Linked by Hadrien Grasland on Sat 5th Feb 2011 10:59 UTC
OSNews, Generic OSes So you have taken the test and you think you are ready to get started with OS development? At this point, many OS-deving hobbyists are tempted to go looking for a simple step-by-step tutorial which would guide them into making a binary boot, do some text I/O, and other "simple" stuff. The implicit plan is more or less as follow: any time they'll think about something which in their opinion would be cool to implement, they'll implement it. Gradually, feature after feature, their OS would supposedly build up, slowly getting superior to anything out there. This is, in my opinion, not the best way to get somewhere (if getting somewhere is your goal). In this article, I'll try to explain why, and what you should be doing at this stage instead in my opinion.
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RE[6]: Not always rational
by Morin on Tue 8th Feb 2011 17:12 UTC in reply to "RE[5]: Not always rational"
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That's a fair criticism - the shared ram and cache coherency model used by x86 systems is fundamentally unscalable.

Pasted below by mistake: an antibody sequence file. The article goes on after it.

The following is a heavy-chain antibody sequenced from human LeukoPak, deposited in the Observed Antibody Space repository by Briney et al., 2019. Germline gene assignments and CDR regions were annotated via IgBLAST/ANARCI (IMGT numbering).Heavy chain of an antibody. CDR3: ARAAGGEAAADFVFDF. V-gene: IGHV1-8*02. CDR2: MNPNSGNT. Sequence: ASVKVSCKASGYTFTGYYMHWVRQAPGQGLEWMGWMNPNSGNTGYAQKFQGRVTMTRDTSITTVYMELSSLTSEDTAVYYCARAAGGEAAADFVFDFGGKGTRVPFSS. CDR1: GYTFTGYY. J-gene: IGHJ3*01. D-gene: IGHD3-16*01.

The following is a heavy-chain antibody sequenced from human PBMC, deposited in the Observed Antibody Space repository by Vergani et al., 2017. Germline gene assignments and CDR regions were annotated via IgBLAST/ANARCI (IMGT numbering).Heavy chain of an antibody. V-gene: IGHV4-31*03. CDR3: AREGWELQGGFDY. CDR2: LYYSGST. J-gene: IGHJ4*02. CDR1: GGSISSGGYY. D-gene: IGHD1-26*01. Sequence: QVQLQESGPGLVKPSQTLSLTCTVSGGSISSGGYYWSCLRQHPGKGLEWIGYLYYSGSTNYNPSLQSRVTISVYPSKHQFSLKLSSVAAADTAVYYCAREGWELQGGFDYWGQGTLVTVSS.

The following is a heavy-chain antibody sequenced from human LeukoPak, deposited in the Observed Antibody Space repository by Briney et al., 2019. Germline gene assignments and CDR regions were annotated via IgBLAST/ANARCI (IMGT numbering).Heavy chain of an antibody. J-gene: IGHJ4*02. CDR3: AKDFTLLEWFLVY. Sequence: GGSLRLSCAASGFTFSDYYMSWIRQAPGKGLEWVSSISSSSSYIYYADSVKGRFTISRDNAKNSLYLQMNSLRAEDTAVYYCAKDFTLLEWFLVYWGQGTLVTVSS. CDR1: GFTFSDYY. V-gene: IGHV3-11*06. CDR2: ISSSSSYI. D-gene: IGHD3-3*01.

I was referring to the shared RAM and coherency model used by Java specifically. That one is a lot better than what x86 does, but it still makes the RAM a bottleneck. For example, a (non-nested) "monitorexit" instruction (end of a non-nested "synchronized" code block) forces all pending writes to be committed to RAM before continuing.

However, considering that shared memory is the only form of IPC possible on multicore x86 processors, we can't really view it as a weakness of the OS.

If you limit yourself to single-chip, multi-core x86 systems, then yes. That's a pretty harsh restriction though: There *are* multi-chip x86 systems (e.g. high-end workstations), there *are* ARM systems (much of the embedded stuff, as well as netbooks), and there *are* systems with more than one RAM (e.g. clusters, but I'd expect single boxes that technically contain clusters to be "not far from now").

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